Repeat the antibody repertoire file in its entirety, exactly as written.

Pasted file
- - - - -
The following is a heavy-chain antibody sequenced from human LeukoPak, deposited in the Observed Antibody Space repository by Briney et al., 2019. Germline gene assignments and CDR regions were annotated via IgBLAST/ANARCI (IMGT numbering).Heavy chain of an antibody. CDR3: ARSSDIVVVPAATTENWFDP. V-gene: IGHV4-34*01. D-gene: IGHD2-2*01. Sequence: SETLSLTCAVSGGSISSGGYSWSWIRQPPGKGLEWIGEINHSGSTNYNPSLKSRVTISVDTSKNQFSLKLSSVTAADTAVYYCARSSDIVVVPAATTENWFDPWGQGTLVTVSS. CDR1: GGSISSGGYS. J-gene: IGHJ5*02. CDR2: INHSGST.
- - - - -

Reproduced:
The following is a heavy-chain antibody sequenced from human LeukoPak, deposited in the Observed Antibody Space repository by Briney et al., 2019. Germline gene assignments and CDR regions were annotated via IgBLAST/ANARCI (IMGT numbering).Heavy chain of an antibody. CDR3: ARSSDIVVVPAATTENWFDP. V-gene: IGHV4-34*01. D-gene: IGHD2-2*01. Sequence: SETLSLTCAVSGGSISSGGYSWSWIRQPPGKGLEWIGEINHSGSTNYNPSLKSRVTISVDTSKNQFSLKLSSVTAADTAVYYCARSSDIVVVPAATTENWFDPWGQGTLVTVSS. CDR1: GGSISSGGYS. J-gene: IGHJ5*02. CDR2: INHSGST.